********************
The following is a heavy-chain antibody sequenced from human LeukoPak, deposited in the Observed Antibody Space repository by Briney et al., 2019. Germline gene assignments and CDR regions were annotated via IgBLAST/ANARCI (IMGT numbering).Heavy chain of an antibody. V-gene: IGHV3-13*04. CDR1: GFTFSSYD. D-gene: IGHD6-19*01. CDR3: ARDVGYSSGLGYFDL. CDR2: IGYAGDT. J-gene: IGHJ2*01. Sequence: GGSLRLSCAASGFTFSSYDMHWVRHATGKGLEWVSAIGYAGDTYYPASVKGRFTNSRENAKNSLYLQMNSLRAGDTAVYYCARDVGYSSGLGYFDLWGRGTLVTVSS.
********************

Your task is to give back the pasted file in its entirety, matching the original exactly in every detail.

The following is a heavy-chain antibody sequenced from human LeukoPak, deposited in the Observed Antibody Space repository by Briney et al., 2019. Germline gene assignments and CDR regions were annotated via IgBLAST/ANARCI (IMGT numbering).Heavy chain of an antibody. V-gene: IGHV3-13*04. CDR1: GFTFSSYD. D-gene: IGHD6-19*01. CDR3: ARDVGYSSGLGYFDL. CDR2: IGYAGDT. J-gene: IGHJ2*01. Sequence: GGSLRLSCAASGFTFSSYDMHWVRHATGKGLEWVSAIGYAGDTYYPASVKGRFTNSRENAKNSLYLQMNSLRAGDTAVYYCARDVGYSSGLGYFDLWGRGTLVTVSS.